Loaded LA enters '21 with one goal: repeat
LOS ANGELES -- The expectations for the Dodgers never change. It’s all about winning the World Series. That’s been the expectation for decades, and especially over the last few seasons. In 2021, as they look to be the first repeat champs since the 1998-2000 Yankees, it’ll be the expectation once again.
On paper, the Dodgers should repeat. But it’s hardly ever that easy.
“We have a chance to do something really special and win a championship,” said Dodgers manager Dave Roberts. “That’s part of the fun -- you don’t play the game on paper, and you have to play 162 games this year and see where we end up. But if you look at the talent, potentially, it could be as good as any team that the Dodgers have ever fielded.”
Becoming the best Dodgers team ever is a tough task, but it’s a goal this team is certainly capable of achieving. Los Angeles is returning most of the core from the 2020 team that snapped the organization’s 32-year World Series drought. On top of that, the club added NL Cy Young Award winner Trevor Bauer and got David Price back after the veteran left-hander sat out last season due to COVID-19 concerns.
The Dodgers arguably have one of the best lineups, one of the best pitching staffs and the deepest roster in the National League. That’s a formula that usually results in a lot of wins. The Dodgers are hoping it results in back-to-back World Series trophies.
“We finally accomplished what we were trying to accomplish over my last seven years,” said Dodgers third baseman Justin Turner. “Seeing the banner go up, getting that ring, is going to be a good feeling. That’s what every kid dreams of, winning the World Series. We were able to accomplish that last year and now the goal is to win a few more.”
But while the Dodgers are the favorites to make their fourth World Series appearance in five seasons, they’ll have their fair share of challenges. The Padres are much improved and are poised to challenge Los Angeles for the division title. The Braves, Mets and Cardinals also made many key additions this offseason.
What needs to go right?
The Dodgers have all the pieces in place to repeat, but it’ll all come down to health. Los Angeles has played a lot of baseball over the last five years, playing into the World Series in 2017, '18 and '20. That’s a tremendous accomplishment, but also taxing on the body.
There’s also the unknown of how players will react to jumping from a shortened 60-game season in 2020 to a regular 162-game schedule this season. Multiple executives around the league believe that teams with superb depth will be at an advantage in '21. The good news for the Dodgers is they have, arguably, the most depth in the Majors.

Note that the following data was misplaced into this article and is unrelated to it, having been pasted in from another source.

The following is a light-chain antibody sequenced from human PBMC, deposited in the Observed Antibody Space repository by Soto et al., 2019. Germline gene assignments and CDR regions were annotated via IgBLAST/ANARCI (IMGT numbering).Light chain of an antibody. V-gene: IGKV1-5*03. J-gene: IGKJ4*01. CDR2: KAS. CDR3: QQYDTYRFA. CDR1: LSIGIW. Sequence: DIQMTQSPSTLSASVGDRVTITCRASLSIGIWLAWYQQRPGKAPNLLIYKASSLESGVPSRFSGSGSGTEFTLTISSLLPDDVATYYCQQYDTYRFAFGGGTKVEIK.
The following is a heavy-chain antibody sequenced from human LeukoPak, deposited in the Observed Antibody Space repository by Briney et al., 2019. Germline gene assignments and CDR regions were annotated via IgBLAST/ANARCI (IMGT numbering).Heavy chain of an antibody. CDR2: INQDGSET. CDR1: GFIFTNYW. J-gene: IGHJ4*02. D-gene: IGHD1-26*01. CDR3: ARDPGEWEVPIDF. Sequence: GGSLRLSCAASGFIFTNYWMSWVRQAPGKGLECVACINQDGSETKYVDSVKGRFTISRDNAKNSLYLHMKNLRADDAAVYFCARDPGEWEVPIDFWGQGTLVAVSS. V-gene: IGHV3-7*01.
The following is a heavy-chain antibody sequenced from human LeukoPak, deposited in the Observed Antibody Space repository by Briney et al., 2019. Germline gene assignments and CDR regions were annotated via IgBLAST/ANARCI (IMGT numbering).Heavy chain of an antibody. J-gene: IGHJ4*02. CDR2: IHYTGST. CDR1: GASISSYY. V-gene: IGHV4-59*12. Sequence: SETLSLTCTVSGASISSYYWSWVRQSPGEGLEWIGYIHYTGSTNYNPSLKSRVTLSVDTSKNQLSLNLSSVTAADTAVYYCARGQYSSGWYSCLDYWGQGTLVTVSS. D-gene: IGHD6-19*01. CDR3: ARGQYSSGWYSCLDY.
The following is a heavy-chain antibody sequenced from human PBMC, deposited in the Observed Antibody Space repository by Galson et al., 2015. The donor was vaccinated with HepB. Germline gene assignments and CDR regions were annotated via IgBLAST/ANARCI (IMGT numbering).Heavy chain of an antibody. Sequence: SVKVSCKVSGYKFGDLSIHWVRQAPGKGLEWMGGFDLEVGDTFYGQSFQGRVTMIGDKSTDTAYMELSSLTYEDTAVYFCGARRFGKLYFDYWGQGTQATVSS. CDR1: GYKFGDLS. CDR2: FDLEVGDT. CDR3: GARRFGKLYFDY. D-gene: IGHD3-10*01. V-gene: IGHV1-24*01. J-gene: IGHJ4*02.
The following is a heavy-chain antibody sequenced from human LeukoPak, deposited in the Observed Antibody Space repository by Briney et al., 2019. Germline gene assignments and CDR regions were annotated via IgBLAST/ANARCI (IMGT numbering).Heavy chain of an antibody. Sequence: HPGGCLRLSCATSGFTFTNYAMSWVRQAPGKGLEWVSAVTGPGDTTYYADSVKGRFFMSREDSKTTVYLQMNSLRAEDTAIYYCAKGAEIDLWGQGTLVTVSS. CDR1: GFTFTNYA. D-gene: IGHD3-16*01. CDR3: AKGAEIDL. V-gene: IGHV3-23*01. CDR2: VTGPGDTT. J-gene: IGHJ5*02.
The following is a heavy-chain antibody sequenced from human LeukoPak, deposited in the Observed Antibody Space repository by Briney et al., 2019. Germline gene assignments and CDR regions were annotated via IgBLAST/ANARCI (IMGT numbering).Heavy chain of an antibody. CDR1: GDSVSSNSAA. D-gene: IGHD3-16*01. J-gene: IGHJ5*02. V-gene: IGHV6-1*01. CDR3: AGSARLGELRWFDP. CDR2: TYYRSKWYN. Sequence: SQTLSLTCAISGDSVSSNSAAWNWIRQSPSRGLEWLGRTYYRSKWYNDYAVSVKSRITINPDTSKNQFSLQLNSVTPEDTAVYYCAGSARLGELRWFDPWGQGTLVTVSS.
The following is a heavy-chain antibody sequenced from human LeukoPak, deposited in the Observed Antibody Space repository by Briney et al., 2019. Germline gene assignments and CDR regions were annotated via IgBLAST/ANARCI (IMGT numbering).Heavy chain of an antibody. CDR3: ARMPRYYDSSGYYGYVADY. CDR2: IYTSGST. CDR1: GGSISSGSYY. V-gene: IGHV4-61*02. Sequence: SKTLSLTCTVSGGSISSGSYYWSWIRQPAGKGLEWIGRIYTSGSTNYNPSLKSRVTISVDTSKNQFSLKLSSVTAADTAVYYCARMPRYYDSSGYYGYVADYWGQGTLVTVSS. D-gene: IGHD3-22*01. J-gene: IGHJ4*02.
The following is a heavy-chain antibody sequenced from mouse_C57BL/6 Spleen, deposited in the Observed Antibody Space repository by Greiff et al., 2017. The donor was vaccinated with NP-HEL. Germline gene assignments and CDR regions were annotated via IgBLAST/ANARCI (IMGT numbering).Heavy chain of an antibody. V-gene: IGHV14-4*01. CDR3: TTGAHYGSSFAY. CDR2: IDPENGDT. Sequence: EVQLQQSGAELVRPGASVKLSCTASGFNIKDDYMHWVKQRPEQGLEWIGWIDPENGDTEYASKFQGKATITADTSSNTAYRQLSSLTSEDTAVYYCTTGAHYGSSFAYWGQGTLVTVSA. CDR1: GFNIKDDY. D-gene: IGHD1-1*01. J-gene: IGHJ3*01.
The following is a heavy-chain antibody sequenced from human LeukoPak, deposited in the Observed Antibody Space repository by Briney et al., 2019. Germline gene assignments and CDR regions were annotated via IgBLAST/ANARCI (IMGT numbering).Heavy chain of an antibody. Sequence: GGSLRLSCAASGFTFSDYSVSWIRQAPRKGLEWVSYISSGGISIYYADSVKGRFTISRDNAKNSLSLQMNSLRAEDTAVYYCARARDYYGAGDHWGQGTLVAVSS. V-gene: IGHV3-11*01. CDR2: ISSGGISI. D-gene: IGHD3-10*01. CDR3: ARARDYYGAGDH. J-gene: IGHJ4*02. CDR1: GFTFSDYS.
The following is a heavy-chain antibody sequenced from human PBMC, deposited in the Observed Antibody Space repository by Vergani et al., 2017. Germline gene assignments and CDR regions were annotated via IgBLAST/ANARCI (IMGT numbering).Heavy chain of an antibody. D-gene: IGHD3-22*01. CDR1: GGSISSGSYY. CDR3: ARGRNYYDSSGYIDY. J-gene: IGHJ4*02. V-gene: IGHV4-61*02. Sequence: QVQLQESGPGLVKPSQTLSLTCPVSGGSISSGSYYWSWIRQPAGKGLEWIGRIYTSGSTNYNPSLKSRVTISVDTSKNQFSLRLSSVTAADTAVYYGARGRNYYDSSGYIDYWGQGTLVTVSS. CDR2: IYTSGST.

The Dodgers have eight capable starters on the roster, and very few weaknesses in their lineup. That should help them keep players like Clayton Kershaw, Justin Turner and Kenley Jansen healthy into October. It looks like Los Angeles is poised to win another division title -- even with the Padres knocking on the door. The one thing that could prevent them from accomplishing this is if they have to withstand serious injuries.
Great unknown: Kenley Jansen
If you ask the Dodgers, they still believe Jansen has what it takes to be an elite closer. That’s why they wasted no time in naming him the closer this season. If you ask Jansen, he believes the same. But if the way last year ended is any indication of what’s to come, there are some question marks surrounding Jansen heading into the 2021 season.
After battling COVID-19, Jansen came back and was dominant for the first month of the season, posting a 1.23 ERA with nine saves in 16 appearances. Things started to change in September. Jansen battled command issues (he finished with a career high 1.151 WHIP) and his velocity kept declining. Because of that, the Dodgers frequently turned to Julio Urías when it mattered the most in the postseason.
Roberts has continuously said that the Dodgers’ bullpen is better when Jansen is pitching well in the ninth. That’s why it’ll be Jansen’s job again in 2021. But with a plethora of quality options in the bullpen, Los Angeles will continue to monitor Jansen, who looked sharp this spring.
Team MVP will be: Mookie Betts
Mookie Betts. There are about four or five right answers here, which is why the Dodgers are the betting favorites to win the World Series. But Betts is the best of them all, and that’s why it’s tough to pick against him.
Team Cy Young will be: Trevor Bauer
Trevor Bauer. He likely won’t have the same Cy Young season he had last year, but there’s some pressure on Bauer to prove he’s worth the $40 million the Dodgers are set to pay him this season. Bauer believes he’s still getting better as a pitcher and said he expects his 30s to be better than his 20s. Now it’s up to him to show it.
Bold prediction: The Dodgers will win 110 games.
Somehow, this doesn’t feel bold enough. That’s all you need to know about the talent on this year’s Dodgers team. But the franchise’s single-season wins record is 106 (set in 2019), so that should give everyone some perspective on just how difficult it is to win that many games in the Majors. If this Dodgers team stays healthy for most of the season, they have a chance to break multiple franchise records. If a couple of things go their way, the Dodgers could make a run at the 2001 Mariners' all-time record of 116 regular-season wins.